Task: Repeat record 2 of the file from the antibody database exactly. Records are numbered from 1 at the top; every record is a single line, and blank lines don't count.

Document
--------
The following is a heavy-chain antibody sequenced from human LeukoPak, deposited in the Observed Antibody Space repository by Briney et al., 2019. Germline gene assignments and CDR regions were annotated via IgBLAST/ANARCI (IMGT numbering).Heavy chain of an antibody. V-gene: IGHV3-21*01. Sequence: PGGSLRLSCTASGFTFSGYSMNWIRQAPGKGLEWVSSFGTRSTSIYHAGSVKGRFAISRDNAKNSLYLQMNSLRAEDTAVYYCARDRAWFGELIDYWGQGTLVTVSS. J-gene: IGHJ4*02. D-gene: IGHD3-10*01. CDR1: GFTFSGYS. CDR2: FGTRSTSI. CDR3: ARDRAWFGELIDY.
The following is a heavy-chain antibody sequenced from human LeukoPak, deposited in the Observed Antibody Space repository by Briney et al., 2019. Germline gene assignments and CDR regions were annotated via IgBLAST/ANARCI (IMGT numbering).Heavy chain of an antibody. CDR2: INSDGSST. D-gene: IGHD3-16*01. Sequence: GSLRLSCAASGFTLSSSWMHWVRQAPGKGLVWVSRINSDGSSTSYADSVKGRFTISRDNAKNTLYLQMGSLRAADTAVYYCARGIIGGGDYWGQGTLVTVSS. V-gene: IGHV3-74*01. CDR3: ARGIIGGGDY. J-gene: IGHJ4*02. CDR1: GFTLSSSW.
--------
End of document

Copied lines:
The following is a heavy-chain antibody sequenced from human LeukoPak, deposited in the Observed Antibody Space repository by Briney et al., 2019. Germline gene assignments and CDR regions were annotated via IgBLAST/ANARCI (IMGT numbering).Heavy chain of an antibody. CDR2: INSDGSST. D-gene: IGHD3-16*01. Sequence: GSLRLSCAASGFTLSSSWMHWVRQAPGKGLVWVSRINSDGSSTSYADSVKGRFTISRDNAKNTLYLQMGSLRAADTAVYYCARGIIGGGDYWGQGTLVTVSS. V-gene: IGHV3-74*01. CDR3: ARGIIGGGDY. J-gene: IGHJ4*02. CDR1: GFTLSSSW.